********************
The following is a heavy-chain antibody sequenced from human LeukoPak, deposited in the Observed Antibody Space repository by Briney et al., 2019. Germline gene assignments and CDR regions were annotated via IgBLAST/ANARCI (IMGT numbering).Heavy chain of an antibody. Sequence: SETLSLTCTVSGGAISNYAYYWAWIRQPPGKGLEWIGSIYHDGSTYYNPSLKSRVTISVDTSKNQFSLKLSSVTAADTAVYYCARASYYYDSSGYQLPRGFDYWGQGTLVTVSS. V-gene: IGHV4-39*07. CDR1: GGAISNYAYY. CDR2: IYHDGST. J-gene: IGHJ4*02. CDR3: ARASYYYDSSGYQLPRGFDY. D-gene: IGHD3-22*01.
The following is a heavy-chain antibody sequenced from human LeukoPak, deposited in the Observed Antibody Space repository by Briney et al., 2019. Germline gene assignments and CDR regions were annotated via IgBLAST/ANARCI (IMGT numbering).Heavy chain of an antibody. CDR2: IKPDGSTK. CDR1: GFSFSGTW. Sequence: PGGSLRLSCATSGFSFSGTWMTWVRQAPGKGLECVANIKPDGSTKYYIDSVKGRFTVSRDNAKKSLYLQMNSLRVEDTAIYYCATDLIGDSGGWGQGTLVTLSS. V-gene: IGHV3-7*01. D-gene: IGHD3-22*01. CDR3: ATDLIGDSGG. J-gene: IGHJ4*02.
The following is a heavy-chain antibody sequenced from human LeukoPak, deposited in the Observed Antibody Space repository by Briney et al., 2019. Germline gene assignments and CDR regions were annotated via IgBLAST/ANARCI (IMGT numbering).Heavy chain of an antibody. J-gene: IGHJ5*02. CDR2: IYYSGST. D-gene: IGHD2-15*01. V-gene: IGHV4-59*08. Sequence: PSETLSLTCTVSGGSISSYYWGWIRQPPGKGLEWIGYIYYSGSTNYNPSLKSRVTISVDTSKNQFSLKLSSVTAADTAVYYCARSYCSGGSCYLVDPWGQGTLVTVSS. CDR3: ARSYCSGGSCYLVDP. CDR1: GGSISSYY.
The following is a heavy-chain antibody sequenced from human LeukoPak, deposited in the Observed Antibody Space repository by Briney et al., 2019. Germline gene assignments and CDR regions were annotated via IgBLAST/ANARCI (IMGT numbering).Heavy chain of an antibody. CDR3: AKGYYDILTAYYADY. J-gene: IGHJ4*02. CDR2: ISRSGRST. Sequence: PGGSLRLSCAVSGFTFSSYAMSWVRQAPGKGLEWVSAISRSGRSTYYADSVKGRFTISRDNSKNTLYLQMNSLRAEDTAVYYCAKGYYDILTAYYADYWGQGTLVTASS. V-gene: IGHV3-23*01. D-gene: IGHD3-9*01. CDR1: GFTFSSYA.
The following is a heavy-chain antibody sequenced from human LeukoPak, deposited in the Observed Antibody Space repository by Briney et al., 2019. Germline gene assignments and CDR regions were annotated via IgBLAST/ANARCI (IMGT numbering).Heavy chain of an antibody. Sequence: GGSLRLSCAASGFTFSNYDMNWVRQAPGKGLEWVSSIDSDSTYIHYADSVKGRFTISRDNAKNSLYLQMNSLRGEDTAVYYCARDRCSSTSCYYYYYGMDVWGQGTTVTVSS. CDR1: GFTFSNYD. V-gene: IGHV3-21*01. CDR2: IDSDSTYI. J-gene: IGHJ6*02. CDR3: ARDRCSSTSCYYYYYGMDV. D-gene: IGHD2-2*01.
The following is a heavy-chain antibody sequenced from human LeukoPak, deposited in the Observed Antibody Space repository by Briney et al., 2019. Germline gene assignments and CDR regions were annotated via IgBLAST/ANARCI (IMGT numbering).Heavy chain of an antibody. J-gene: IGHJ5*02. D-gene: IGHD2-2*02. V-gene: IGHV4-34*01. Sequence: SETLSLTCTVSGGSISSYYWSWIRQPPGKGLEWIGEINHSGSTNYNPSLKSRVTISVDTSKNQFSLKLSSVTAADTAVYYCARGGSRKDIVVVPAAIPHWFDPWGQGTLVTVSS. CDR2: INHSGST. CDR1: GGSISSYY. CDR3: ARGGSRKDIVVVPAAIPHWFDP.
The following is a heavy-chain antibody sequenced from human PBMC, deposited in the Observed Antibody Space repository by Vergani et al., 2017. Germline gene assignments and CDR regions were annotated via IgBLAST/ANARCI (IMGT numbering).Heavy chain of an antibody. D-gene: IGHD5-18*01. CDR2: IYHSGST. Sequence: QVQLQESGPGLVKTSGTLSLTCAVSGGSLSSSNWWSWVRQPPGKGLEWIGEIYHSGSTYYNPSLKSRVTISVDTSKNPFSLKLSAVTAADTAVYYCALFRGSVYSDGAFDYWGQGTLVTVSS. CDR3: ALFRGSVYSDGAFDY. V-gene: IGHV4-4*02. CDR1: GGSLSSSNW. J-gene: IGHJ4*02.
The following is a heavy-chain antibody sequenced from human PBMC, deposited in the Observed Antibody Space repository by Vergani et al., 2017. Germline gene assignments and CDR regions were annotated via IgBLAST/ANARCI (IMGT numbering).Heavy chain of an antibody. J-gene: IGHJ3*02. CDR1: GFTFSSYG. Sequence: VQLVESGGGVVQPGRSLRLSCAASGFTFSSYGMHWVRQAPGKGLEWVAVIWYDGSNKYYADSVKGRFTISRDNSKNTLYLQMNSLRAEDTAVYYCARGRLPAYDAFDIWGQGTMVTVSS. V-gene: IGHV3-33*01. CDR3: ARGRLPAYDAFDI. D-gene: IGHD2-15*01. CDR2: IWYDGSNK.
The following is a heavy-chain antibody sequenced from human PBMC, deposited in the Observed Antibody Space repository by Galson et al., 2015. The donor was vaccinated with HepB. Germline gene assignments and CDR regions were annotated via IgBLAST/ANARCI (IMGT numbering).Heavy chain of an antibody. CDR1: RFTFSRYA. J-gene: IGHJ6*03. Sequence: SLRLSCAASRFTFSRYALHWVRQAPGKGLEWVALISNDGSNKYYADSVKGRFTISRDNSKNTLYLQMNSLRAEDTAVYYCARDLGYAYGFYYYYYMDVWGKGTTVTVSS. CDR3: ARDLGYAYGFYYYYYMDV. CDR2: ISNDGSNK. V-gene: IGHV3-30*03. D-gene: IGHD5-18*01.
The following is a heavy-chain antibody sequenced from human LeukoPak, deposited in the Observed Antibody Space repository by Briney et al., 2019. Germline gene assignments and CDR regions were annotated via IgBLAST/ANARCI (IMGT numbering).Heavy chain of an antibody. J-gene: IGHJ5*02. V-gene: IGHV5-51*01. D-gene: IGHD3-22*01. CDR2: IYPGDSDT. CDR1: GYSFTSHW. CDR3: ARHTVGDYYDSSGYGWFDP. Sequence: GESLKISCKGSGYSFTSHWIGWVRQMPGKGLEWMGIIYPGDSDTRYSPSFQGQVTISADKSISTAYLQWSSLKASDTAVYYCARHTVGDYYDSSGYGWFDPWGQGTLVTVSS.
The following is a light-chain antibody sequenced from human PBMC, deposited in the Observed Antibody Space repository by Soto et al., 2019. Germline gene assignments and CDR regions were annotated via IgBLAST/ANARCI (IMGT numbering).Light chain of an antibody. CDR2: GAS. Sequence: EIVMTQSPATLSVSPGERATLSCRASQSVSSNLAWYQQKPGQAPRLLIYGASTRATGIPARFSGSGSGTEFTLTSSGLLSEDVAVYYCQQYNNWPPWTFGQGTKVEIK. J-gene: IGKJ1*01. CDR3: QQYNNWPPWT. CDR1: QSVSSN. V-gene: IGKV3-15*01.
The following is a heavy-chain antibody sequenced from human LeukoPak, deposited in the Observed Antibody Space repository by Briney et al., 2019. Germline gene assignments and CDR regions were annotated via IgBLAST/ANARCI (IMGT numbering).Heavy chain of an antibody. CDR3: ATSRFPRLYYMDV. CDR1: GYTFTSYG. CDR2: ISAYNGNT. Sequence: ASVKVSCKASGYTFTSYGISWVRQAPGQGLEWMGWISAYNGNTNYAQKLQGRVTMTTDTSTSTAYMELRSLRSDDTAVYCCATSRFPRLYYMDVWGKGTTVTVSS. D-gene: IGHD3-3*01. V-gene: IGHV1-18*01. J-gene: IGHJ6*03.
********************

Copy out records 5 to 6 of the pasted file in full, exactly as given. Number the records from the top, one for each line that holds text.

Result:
The following is a heavy-chain antibody sequenced from human LeukoPak, deposited in the Observed Antibody Space repository by Briney et al., 2019. Germline gene assignments and CDR regions were annotated via IgBLAST/ANARCI (IMGT numbering).Heavy chain of an antibody. Sequence: GGSLRLSCAASGFTFSNYDMNWVRQAPGKGLEWVSSIDSDSTYIHYADSVKGRFTISRDNAKNSLYLQMNSLRGEDTAVYYCARDRCSSTSCYYYYYGMDVWGQGTTVTVSS. CDR1: GFTFSNYD. V-gene: IGHV3-21*01. CDR2: IDSDSTYI. J-gene: IGHJ6*02. CDR3: ARDRCSSTSCYYYYYGMDV. D-gene: IGHD2-2*01.
The following is a heavy-chain antibody sequenced from human LeukoPak, deposited in the Observed Antibody Space repository by Briney et al., 2019. Germline gene assignments and CDR regions were annotated via IgBLAST/ANARCI (IMGT numbering).Heavy chain of an antibody. J-gene: IGHJ5*02. D-gene: IGHD2-2*02. V-gene: IGHV4-34*01. Sequence: SETLSLTCTVSGGSISSYYWSWIRQPPGKGLEWIGEINHSGSTNYNPSLKSRVTISVDTSKNQFSLKLSSVTAADTAVYYCARGGSRKDIVVVPAAIPHWFDPWGQGTLVTVSS. CDR2: INHSGST. CDR1: GGSISSYY. CDR3: ARGGSRKDIVVVPAAIPHWFDP.